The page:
Referring to FIG. 1, which shows the apparatus for the interfacing of CZE with MS, the intake end 32 of the capillary zone electrophoresis capillary 30 is immersed in a buffer solution 20 in a container 10. The eluant in the end is connected to a high voltage power supply 40, typically at the positive end. The grounding end 34, i.e., the exit end in the preferred embodiment, of the CZE capillary 30 is coated with a conducting silver paint. This forms what is referred to herein as the first electrical conducting terminal 65. The paint extends slightly into the inside of the capillary such that it contacts with the eluting compounds 68. The capillary is surrounded with a glass tube 50. The shoulder 54 of the glass tube joins in and seals around the capillary 30. An inlet fitting 52 is attached to the shoulder, permitting the inflow of the argon gas into the space 64 between the glass tube and the capillary. A metal tip 60 is epoxy-glued to the exit end of the tube. This is referred to herein as the second electrical conducting terminal. A small sidearm 55 in the tube contains monazite sand 56, which contains ThO2. Argon gas at an appropriate flow rate, typically about 15 ml/min for a capillary tube of 1 m long, is introduced into the outer tube 50 through the inlet fitting 52. The alpha particles emitted from the thorium in the monazite sand 56 ionize the argon gas and generate a conducting path between the silver paint 65 and the metal tip 60 of the outer tube 50 and thus to ground 70.
With this arrangement the analyte 68 eluting from the capillary can also be nebulized into a fine aerosol which is emitted inside the vacuum chamber of the mass spectrometer. As mentioned above, the effluent from the ESI can also be nebulized by the assistance of nitrogen gas injection. With proper nebulization, a fine aerosol can be formed. When this fine aerosol is emitted into the mass spectrometer, the vacuum condition will readily desolvate the eluant. This will contribute to the increased sensitivity of the analysis. An eluant volume of the size of nanoliters is readily desolvated inside the vacuum chamber and can be analyzed with high sensitivity with the mass spectrometer.
Thus, the device of the present invention provides equal electrical potential between two loci unconnected by solid or liquid electrical conductors. Typically, the electrically conducting material on the end of the outer glass tube 50, i.e., the second terminal, is a layer of vapor-deposited silver. This material can also be an electrically conducting paint painted onto the tip extending into the lumen of the end of the tube. Also, typically, the first terminal is a layer of electrically conductive paint, preferably silver paint. Although electrically conducting silver paint and vapor deposited metal were given in the above-mentioned embodiments as illustrations, other metal deposit, electrically conducting paint, or ways to attach a electrically conducting material to the capillary end and the end of the outer tube can be used, for both the first and second terminals. For example, gold can be vapor-deposited in a similar manner as silver. A metal or alloy may also be fitted to the end of the capillary or glass tube. In the case where an electrospray ionization interface separated from the CZE capillary is used, where such ESI capillary is not directly a continuation of the CZE capillary, the present invention may be applied to the exit end of the capillary of the ESI in a similar manner as is done for the CZE capillary as aforementioned.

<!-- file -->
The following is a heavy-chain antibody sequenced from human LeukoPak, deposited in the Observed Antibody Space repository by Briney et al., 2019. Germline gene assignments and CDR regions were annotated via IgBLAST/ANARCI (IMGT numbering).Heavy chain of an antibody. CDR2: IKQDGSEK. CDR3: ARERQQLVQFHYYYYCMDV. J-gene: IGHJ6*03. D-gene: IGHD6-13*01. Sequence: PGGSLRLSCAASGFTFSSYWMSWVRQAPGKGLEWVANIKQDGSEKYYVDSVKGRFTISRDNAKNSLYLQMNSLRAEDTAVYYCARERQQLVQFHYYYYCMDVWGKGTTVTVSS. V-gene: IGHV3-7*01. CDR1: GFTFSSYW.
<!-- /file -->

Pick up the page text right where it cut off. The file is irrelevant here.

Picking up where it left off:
An electrically conducting gas is used to provide an equal potential between the first terminal 65 and the second terminal 60, which are connected by a rigid dielectric structure, i.e., glass tube 50. Preferably, an ionized inert gas, e.g., Ar, He, Ne, is used as the electrical conductor between the first and the second terminals, although other ionized gases such as ionized air, nitrogen, etc., may be used. The preferred inert gas is argon. The conductivity of the ionized gas depends on the flow rate and reactivity of the gas, the volume of the gas being ionized, and the amount and energy of the alpha particles.
In a preferred embodiment, alpha (α) particles are used to ionized the argon. In a more preferred embodiment, α particles emitted from thorium are used to ionize argon, although other sources of α particles can be used. In a preferred embodiment, monazite sand, which contains ThO2, is used as a source of thorium for emitting the alpha particles.
It will be understood that even though numerous characteristics and advantages of the invention have been set forth in the foregoing description, together with details of the structure and function of the invention, the disclosure is for illustration only. Changes may be made in detail within the broad principle without departing from the spirit and scope of the present invention. The complete disclosures of all patents, patent documents, and publications are incorporated herein by reference.
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|U.S. Classification||250/288, 204/603, 204/643, 204/547, 250/282, 204/452|
|Cooperative Classification||H01J49/165, G01N27/44717|
|European Classification||G01N27/447B3, H01J49/16E|
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Owner name: IOWA STATE UNIVERSITY RESEARCH FOUNDATION, INC.